Publishers have considerable flexibility as to what resides at the URI(s) to which a DOI refers. Sometimes it's the document itself, while for commercial publishers it's typically a page with the abstract, bibliographic information, and some way to buy the actual document. Because some RFCs are in multiple formats (e.g., Postscript and text), an appropriate URI is that of the RFC Editor's info page that has the document's abstract and links to the document(s) in various formats. Hence, the URI above, when fetched via an HTTP request that accepts text/html, redirects to:
With DOIs assigned to each RFC, it is useful to include DOI information in the XML bibliography as a "seriesInfo" item, so that rendering engines can display it if desired. Online databases and indexes that include RFCs should be updated to include the DOI, e.g., the ACM Digital Library. (A practical advantage of this is that the DOI would link directly to the RFC Editor, rather than perhaps to a copy of an RFC behind a paywall.)
Since RFCs are immutable, existing RFCs still don't mention their own DOIs within the RFCs themselves, but putting their DOIs into indexes would provide value.
There are three phases to assigning DOIs to RFCs: getting a DOI prefix, retroactively assigning DOIs to existing documents, and updating the publication process to assign DOIs as new RFCs are published.
There are ten registration agencies [DOI-RA] that assign DOI prefixes. Most of them serve specialized audiences or limited geographic areas, but there are a few that handle scholarly and technical materials. All registration agencies charge for DOIs to defray the cost of maintaining the metadata databases.
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RFC 7669 DOIs for RFCs October 2015
The RFC Editor chose CrossRef, an agency widely used by journal publishers. The prices associated with CrossRef membership are on the order of $660.00 per year for membership, deposit fees of $0.15 cents per document for a bulk upload of the backfile (the existing RFCs), and $1.00 per document to deposit them as they are published.
Other than paying the deposit fees, assigning DOIs to all of the existing RFCs was primarily a software problem. The RFC Production Center's internal database was updated to include a DOI field for each RFC, the schema for rfc-index.xml was updated to include a DOI field, and the scripts that create the XML and text indexes were updated to include the DOI for each RFC. A specialized DOI submission script extracted the metadata for all of the RFCs from the XML index and submitted it to the registration agency using the agency's online API.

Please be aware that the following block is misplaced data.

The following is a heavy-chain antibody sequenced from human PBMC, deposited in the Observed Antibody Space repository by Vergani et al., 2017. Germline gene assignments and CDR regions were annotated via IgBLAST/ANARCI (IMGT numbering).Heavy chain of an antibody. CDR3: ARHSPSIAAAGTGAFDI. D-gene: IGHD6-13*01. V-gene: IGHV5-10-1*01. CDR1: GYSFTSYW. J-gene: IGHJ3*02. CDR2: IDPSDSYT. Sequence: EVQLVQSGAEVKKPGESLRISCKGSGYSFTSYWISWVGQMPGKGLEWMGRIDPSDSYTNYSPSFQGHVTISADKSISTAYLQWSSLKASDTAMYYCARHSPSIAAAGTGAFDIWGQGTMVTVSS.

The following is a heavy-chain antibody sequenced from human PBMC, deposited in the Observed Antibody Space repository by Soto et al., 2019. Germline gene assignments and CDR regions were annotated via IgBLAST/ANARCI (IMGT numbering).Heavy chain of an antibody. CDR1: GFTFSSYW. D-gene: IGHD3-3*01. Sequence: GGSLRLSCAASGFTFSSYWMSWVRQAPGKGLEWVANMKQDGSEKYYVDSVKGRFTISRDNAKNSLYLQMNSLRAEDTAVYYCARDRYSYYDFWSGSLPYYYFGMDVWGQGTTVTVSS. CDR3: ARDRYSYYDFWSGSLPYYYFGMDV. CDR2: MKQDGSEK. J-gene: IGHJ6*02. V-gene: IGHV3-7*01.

As RFCs are published, the publication software assigns a DOI to each new RFC. The submission script extracts the metadata for new RFCs from the XML index and submits the information for new RFCs to the registration agency.
The DOI agency requests that documents that are assigned DOIs in turn include DOIs when possible when referring to other organizations' documents. DOIs can be listed using the existing seriesInfo field in the xml2rfc reference entity, and authors are requested provide DOIs for non-RFC documents when possible. The RFC Production Center might add missing DOIs when it's easy to do so, e.g., when the same reference with a DOI has appeared in a prior RFC, or a quick online search finds the DOI. Where the citation libraries include DOIs, the output (references created from those citation libraries) will include DOIs.
The RFC Style Guide [RFC-STYLE] has been updated to describe the rules for including DOIs in the References sections of RFCs.
Since it is usually possible to retrieve the bibliographic information for a document from its DOI (as BibTeX can do, described above), it might also be worth adding this feature to xml2rfc, so a reference with only a DOI could be automatically fetched and expanded.
Adding DOIs presents no new internationalization issues.
Since DOIs are opaque, the characters used in any particular DOI are unimportant beyond ensuring that they can be represented where needed. The Handle System says they are UTF-8-encoded Unicode, but in practice all DOIs appear to use only printable ASCII characters. The metadata for each RFC is uploaded as UTF-8-encoded XML.
The DOI system adds a new way to locate RFCs and a bibliographic database containing a description of each RFC. The existing locations and bibliographic info are essentially unchanged, so there is no new dependency on the DOI system.
Were CrossRef or the DOI database to suffer a security breach, it is hypothetically possible that users would be directed to locations other than the RFC Editor's web site or would retrieve incorrect bibliographic data, but the actual RFCs would remain intact.
[CITABILITY] Kotarski, R., Reilly, S., Schrimpf, S., Smit, E., and K. Walshe, "Report on best practices for citability of data and on evolving roles in scholarly communication", 2012, <http://www.stm-assoc.org/2012_07_10_STM_Research_Data_ Group_Data_Citation_and_Evolving_Roles_ODE_Report.pdf>.